Tag Archive: life


freedom extended

Mid-June, I put away Hugo’s Les Miserables in favour of Twain’s The Adventures of Tom Sawyer and The Adventures of Huckleberry Finn.  Hugo was too heavy for the sultry summer weather, and I desired literature that had been aired out a little.

Both of the two Twain novels are light-hearted, enjoyable reads, but Huck Finn’s saga has an underbelly of racial commentary.  There are a few points in the novel which stand out in this manner, but there is a short section in Chapter 16 which I feel is almost the crux of the story.  In it, Huck Finn and his runaway slave companion, Jim, are travelling down the Mississippi, looking for Cairo.  Cairo is positioned at a crossroads between freedom and enslavement: continue further down the Mississippi and travel deeper into the south, or travel up the Ohio river and reach the northern states where slavery is abolished.

Huck begins to have a crisis of conscience (please excuse the use of derogatory language below, but I am quoting and, really, considering the point I am making, it would be idiotic to censor):

Jim talked out loud all the time while I was talking to myself. He was saying the first thing he would do when he got to a free State he would go to saving up money and never spend a single cent, and when he got enough he would buy his wife, which was owned on a farm close to where Miss Watson lived; and then they would both work to buy the two children, and if their master wouldn’t cell them, they’d get an Ab’litionist to go and steal them.

It most froze me to hear such talk. He wouldn’t ever dared to talk such talk in his life before. Just see what a difference it made in him the minute he judged he was about free. It was according to the old saying, “Give a nigger an inch and he’ll take an ell.”  Thinks I, this is what comes of my not thinking. Here was this nigger, which I had as good as helped to run away, coming right out flat-footed and saying he would steal his children — children that belonged to a man I didn’t even know; a man that hadn’t ever done me no harm.

Reading it, I couldn’t help but shake my head.  Of course, I have a decent grasp of history and the treatment of slaves. I understood, too, that slaves were truly objectified, and stealing a person’s slave or helping that slave escape was perceived as no different than stealing their farm animals or their jewels.  It still astounded me, though, to hear stated in such bald terms that a greater crisis of conscience might arise from the idea of a man taking back his children and wife from the person who “owns” them, than does arise from the idea of the person “owning” them in the first place.

Later in the book, Jim talks about how he misses his family, and Huck simply cannot understand it, even though he would think nothing of a White person missing his or her family.  To Huck, it must seem as crazy as a table getting emotional about the absence of other tables: he simply cannot see Jim as a human being with feelings and yearnings.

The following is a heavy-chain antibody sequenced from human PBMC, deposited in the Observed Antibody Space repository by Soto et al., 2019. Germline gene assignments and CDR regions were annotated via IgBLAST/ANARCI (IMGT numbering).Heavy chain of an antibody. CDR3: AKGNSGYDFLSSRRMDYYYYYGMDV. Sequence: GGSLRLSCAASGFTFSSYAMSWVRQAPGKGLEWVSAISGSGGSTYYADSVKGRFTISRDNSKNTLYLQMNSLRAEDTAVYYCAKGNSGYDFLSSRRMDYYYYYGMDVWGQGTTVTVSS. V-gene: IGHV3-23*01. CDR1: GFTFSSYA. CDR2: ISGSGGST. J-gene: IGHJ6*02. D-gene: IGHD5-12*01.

Twain, of course, lived and wrote in the time when all of this was a reality so, even though it is fiction, he is a satisfactory and reliable commentator: this is what people believed.

Huckleberry Finn: Jim on the Raft

Illustration Credit: E. W. Kemble (original book illustration); Licence: Public Domain

The idea of having no free will and no personal choice; of being owned, and having my destiny determined, by another; of knowing that fulfilling a natural desire for companionship and offspring would simply enslave another person at the profit of another; of being separated from the people I love and not being able to bridge that gap; to say nothing of the abuse suffered by slaves…. the idea of it all is simply too disturbing to consider.

Slavery is truly one of the most disgusting blights on the history of humanity.

A few days ago, I spoke about my gratitude for freedom, but I felt that this example of freedom deserved special attention.  Today, I am thankful not only for my freedom, but for the heroes of history who went against the grain and fought against slavery, and fought for civil rights.

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now

My parents rented a cabin last week and took our kids with them.  Situated near the Haliburton Highlands, a gorgeous stretch of lush forests and sapphire lakes, the cabin placed them at a jumping off point for a variety of outdoor recreational opportunities.  Hiking, swimming, canoeing, picnicking — the kids had a great and memorable time.

My wife and I visited on Friday to spend the weekend there, and we learned that one of our youngest’s favourite activities all week long had been to go down to the river running beside the cabin and throw leaves in the rapids.  These are the sort of simple pleasures never fully appreciated by anyone much older than about four.  There were untold delights in the sweep of leaves through the current, moving slow at first, then rushing through the tiny waterfalls and gliding out into the wide river, destination unknown.